When it was announced that New Zealand would be going into lockdown, Elena de Roo was only a few weeks into her tenure as the University of Otago College of Education / Creative New Zealand Children's Writer in Residence for 2020. She decided to stay, and kindly agreed to write this post about level-four life in the cottage.

The sign on the corner of Titan Street in the student area of North Dunedin says “Writer’s Cottage”. When I first arrived at the small brick workers cottage (aka Robert Lord Writer’s Cottage) it was a sparkling blue day at the end of summer — precisely a month before ‘alert levels’ became part of our everyday vocabulary. I was here to take up the only children’s writers’ residency in New Zealand (the one with the long name — The University of Otago, College of Education, Creative New Zealand, Children's Writer in Residence Fellowship) and was unashamedly excited to find that the house I was going to live in for the next six months had its own sign. “That’s me”, I yelled … at least, in my head. 
After months of anticipation, and a week-long road trip down from Auckland (with my husband along for the ride as well) I felt one very lucky writer when I stepped through the door into the historic workers cottage, carrying an ancient laptop, some handmade soaps from the Oamaru Sunday market (the best buy ever!) and far too many summer clothes for the Dunedin climate. After all, how many writers are fortunate enough to be given a place to live and a regular income and their own office at the College of Education (pre-lockdown when the university was still open, of course) for a whole six months with nothing asked of them except to write? Even at the best of times, most authors in New Zealand find it impossible to survive on their writing income alone. But thanks to the generosity of the Robert Lord Writer’s Cottage trust (and a massive thank you to the College of Education and University of Otago for their support too) I am one of a long line of children’s and other writers to take shelter from the reality of day to day life in this small but delightful cottage. 
Once I’d been shown where the kitchen light switch was (clue: you have to look up and stand on tip-toes if you’re on the short side like me) 3 Titan Street soon began to feel like home … and not long later, home office too. The first four weeks I was in the cottage, North Dunedin was filled with the sounds of laughter and music from front porches. Now, the streets are strangely empty and quiet, with many of the students having packed up and gone home for the duration of the lockdown. For the last week and a half, instead of walking across campus every morning to my office, I walk a few paces down the hall to the desk in the front room, where I try to focus on my writing project (a junior fantasy novel set in a world inspired by the bird-people paintings of New Zealand artist, Bill Hammond). But I’ve found it almost impossible to shut out what’s happening in the outside world and settle to anything. So I’m telling myself tomorrow will be better and cutting myself a bit of slack – I’ll work through Easter instead.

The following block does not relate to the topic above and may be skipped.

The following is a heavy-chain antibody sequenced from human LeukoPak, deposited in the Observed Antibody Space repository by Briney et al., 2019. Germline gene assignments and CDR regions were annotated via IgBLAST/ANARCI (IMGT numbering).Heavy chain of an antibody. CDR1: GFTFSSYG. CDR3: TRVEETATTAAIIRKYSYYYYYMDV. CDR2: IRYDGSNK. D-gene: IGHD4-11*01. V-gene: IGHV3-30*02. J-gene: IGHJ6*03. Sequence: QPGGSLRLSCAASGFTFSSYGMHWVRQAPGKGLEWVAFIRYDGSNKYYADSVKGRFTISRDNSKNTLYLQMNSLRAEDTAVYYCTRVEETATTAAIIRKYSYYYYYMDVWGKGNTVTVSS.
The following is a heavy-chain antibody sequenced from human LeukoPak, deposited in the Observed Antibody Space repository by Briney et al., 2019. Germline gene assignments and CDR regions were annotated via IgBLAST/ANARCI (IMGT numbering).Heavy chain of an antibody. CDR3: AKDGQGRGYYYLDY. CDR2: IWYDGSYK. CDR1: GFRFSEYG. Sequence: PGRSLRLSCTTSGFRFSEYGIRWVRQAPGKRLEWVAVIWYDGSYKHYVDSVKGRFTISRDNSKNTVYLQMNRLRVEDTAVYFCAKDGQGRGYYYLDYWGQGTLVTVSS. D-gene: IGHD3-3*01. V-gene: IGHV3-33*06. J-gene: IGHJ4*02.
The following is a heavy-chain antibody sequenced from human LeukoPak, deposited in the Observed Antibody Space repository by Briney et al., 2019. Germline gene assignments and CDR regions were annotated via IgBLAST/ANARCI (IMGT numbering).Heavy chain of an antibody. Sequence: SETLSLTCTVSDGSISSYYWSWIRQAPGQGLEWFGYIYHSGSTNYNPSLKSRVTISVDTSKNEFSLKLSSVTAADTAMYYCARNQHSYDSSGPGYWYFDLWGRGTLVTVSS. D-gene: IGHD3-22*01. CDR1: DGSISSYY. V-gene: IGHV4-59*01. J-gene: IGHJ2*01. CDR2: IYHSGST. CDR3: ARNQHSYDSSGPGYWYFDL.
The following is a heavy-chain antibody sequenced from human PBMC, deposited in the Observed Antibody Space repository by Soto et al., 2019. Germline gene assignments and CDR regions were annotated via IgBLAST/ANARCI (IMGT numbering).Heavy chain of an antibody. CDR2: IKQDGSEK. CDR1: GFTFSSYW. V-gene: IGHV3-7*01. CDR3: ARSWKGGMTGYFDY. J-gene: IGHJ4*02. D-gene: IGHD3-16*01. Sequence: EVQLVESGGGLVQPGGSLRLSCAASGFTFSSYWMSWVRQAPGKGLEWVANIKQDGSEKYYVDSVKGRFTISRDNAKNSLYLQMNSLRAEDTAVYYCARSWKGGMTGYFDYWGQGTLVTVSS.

On my walk today, I discovered the sign on the corner not only serves to spark joy in the heart of this writer in residence, but is also a useful reminder of the way home for an author lost in thought. I was wondering whether all those teddy bears looking out of their first floor windows (especially the cute one on George Street — you know who you are) might be feeling a little self-isolated and lonely all by themselves. Are they holding the fort for their scarfie owners or are they part of a bigger bubble? Perhaps I should reach out next time with a smile and casual east coast wave? And why didn’t I have the foresight to pack in my own writer in residence teddy bear? So many unanswered questions. There’s one thing I am sure of though — this residency will be like no other and one I’ll never forget.